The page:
Importantly, the process described in this invention can use a low purity, metallurgical grade silicon as the feedstock silicon granules and hence reduces the cost of making silicon particles and fibres for use in electrodes of rechargeable cells as compared to the prior art use of silicon wafers as feedstock. As already mentioned, the silicon granules may be predominantly n- or p-type and may be etched on any exposed crystal face. Since the etching proceeds along crystal planes, the resulting pillars are single crystals. Because of this structural feature, the pillars will be substantially straight facilitating length to diameter ratio of greater than 10:1.

In overview the invention provides what the inventors believe are the optimum conditions for etching pillar particles of silicon or silicon fibres that are of especial application for use in rechargeable lithium ion cells.

The invention will now be illustrated by reference to one or more of the following non-limiting examples:

EXAMPLE 1 To Obtain Pillar Particles

The reaction was conducted in a polyethylene container with 8 litre volume. A lid is provided that has a hole for introducing ingredients and a stirrer. The following reactants were used:

Silicon Powder—Si Elkem Silgrain HQ J272.1, having a particle size of 20-40 μm; larger particle sizes were eliminated by sieving and washing the powder in deionised water 3 times Hydrofluoric acid—HF Aldrich Honeywell, 17735, 40% (w/w) semiconductor grade PURANAL ™ AgNO3/HNO3 solution concentrations of AgNO3 and HNO3 are 2.56M and 3.65M respectively Sodium nitrate—NaNO3 Sigma-Aldrich, Anhydrous, crystal powder, ACS reagent, ≧99.0% Sodium hydroxide—NaOH VWR BDH AnalaR, Lot B0138150 734, Prod 102525P

The reaction was conducted at room temperature (10-25° C.). 35 ml of the AgNO3/HNO3 solution containing. is mixed with 3 litres 7M HF solution in the reaction chamber and then 5.1 gram NaOH dissolved in 30 ml water is added. The resulting solution contains 0.0299M AgNO3.

20 gram sieved Si powder (<40 μm) is added through the hole in the lid of the container by means of a funnel, and then the mass is gently stirred by hand, through the hole in the lid using a rod, for 1 minute.

This reaction mixture is allowed to stand for 40 minutes. A “mat” of silicon plus silver forms on the surface of the etch solution in the first 1-2 minutes.

After 40 minutes, 15 gram NaNO3 (or 13 gram NH4NO3) is added. The NaNO3 or NH4NO3 is dissolved into 50 ml water and then added through the funnel. The solution is then stirred for about 1 min after the NaNO3 or NH4NO3 addition has been completed. The mixture is allowed to stand for a further 50 minutes. Then at 90 minutes from the start of the process, when the etching is almost complete, the spent etching solution starts to be pumped into a storage chamber, which takes about 4-5 minutes so the total etching time is about 95 minutes.

The mat is now washed with 3-4 litre water three times. The first two washes are such that the water is in contact for five minutes, while the third wash is a one minute wash. The wet mat, which is silicon and silver, should be promptly treated with nitric acid to remove the silver. The etched silicon is further washed and stored wet. The washing water contains silver and may be set aside to recover the silver content.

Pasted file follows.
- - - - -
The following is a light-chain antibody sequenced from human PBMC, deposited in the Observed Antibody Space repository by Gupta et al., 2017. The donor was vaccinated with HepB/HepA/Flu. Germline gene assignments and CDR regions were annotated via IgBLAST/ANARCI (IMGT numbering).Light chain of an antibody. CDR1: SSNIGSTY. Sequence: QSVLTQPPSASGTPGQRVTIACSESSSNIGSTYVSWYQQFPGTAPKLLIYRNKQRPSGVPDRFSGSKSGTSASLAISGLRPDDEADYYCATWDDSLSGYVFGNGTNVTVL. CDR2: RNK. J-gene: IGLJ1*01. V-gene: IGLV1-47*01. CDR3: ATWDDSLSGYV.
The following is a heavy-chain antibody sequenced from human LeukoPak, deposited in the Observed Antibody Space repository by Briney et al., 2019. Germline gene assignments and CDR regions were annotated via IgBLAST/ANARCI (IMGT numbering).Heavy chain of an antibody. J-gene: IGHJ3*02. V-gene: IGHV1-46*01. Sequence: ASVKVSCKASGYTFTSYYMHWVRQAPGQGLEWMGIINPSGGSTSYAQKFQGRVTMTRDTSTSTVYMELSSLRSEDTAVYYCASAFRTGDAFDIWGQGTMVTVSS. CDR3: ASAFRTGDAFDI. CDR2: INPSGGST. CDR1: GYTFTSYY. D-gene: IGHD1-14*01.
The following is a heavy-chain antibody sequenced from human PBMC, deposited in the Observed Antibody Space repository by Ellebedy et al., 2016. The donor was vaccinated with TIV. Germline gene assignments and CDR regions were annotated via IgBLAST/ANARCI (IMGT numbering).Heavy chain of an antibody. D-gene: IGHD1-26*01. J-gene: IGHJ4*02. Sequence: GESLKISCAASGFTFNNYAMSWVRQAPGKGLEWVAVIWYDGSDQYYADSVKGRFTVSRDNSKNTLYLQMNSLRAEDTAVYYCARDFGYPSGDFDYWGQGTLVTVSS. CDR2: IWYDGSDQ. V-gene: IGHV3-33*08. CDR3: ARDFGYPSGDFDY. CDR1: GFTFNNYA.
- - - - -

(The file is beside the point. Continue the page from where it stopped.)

EXAMPLE 2 To Obtain Fibres

The reaction container and the reactants are the same as in Example 1. Again the reaction is conducted at room temperature since the reaction mixture does not get very hot.

40 ml of the AgNO3/HNO3 solution is mixed with 3 litres 7M HF solution in reaction chamber then 5.9 gram NaOH dissolved in 30 ml water is added. The final solution contains 0.033M AgNO3.

20 gram Si powder (J272.1) is added through funnel at top of the container and the mass is gently stirred by hand, through the hole in the lid using a rod, for 1 minute. This reaction mixture is allowed to stand for 40 minutes. The “mat” of silicon plus silver forms on the surface of the etch solution in the first 1-2 minutes.

At the end of the 40 minutes, 14 gram NaNO3 (or 12 gram NH4NO3) is added. The NaNO3 or NH4NO3 is dissolved into 50 ml water and then added through funnel at top. Stirring the solution about 1 min after adding. The mixture is allowed to stand for a further 50 minutes. Then at 90 minutes from the start of the process, when the etching is almost completed, the spent etching solution starts to be pumped into a storage chamber, which takes about 4-5 minutes, and so the total etching time is about 95 minutes. Then the mat is washed with 3-4 litre water three times. The first two washes are such that the water is in contact for five minutes, while the third wash is a one minute wash.

The wet mat, which is composed of silicon and silver, should be promptly treated with nitric acid for 5˜10 min to remove silver. The silicon is further washed and stored wet. The washing water contains silver and may be set aside to recover the silver content.